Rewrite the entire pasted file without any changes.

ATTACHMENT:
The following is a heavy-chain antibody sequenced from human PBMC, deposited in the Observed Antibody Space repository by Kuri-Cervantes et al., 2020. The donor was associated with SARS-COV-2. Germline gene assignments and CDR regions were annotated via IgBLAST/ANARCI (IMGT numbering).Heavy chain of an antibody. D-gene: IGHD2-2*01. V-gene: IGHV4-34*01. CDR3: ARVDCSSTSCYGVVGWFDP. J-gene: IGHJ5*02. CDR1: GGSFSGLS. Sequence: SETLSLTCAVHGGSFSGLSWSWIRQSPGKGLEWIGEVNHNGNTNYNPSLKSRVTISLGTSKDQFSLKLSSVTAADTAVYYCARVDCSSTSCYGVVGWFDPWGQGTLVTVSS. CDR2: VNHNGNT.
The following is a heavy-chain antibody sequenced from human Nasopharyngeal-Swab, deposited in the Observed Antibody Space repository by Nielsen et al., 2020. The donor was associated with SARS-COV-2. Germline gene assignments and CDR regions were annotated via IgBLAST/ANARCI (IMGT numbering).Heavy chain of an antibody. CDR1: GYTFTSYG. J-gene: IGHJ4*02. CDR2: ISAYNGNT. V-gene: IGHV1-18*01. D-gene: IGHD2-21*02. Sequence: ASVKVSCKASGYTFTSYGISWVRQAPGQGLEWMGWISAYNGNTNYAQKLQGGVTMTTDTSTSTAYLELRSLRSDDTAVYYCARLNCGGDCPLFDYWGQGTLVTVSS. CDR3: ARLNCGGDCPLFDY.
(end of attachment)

The following is a heavy-chain antibody sequenced from human PBMC, deposited in the Observed Antibody Space repository by Kuri-Cervantes et al., 2020. The donor was associated with SARS-COV-2. Germline gene assignments and CDR regions were annotated via IgBLAST/ANARCI (IMGT numbering).Heavy chain of an antibody. D-gene: IGHD2-2*01. V-gene: IGHV4-34*01. CDR3: ARVDCSSTSCYGVVGWFDP. J-gene: IGHJ5*02. CDR1: GGSFSGLS. Sequence: SETLSLTCAVHGGSFSGLSWSWIRQSPGKGLEWIGEVNHNGNTNYNPSLKSRVTISLGTSKDQFSLKLSSVTAADTAVYYCARVDCSSTSCYGVVGWFDPWGQGTLVTVSS. CDR2: VNHNGNT.
The following is a heavy-chain antibody sequenced from human Nasopharyngeal-Swab, deposited in the Observed Antibody Space repository by Nielsen et al., 2020. The donor was associated with SARS-COV-2. Germline gene assignments and CDR regions were annotated via IgBLAST/ANARCI (IMGT numbering).Heavy chain of an antibody. CDR1: GYTFTSYG. J-gene: IGHJ4*02. CDR2: ISAYNGNT. V-gene: IGHV1-18*01. D-gene: IGHD2-21*02. Sequence: ASVKVSCKASGYTFTSYGISWVRQAPGQGLEWMGWISAYNGNTNYAQKLQGGVTMTTDTSTSTAYLELRSLRSDDTAVYYCARLNCGGDCPLFDYWGQGTLVTVSS. CDR3: ARLNCGGDCPLFDY.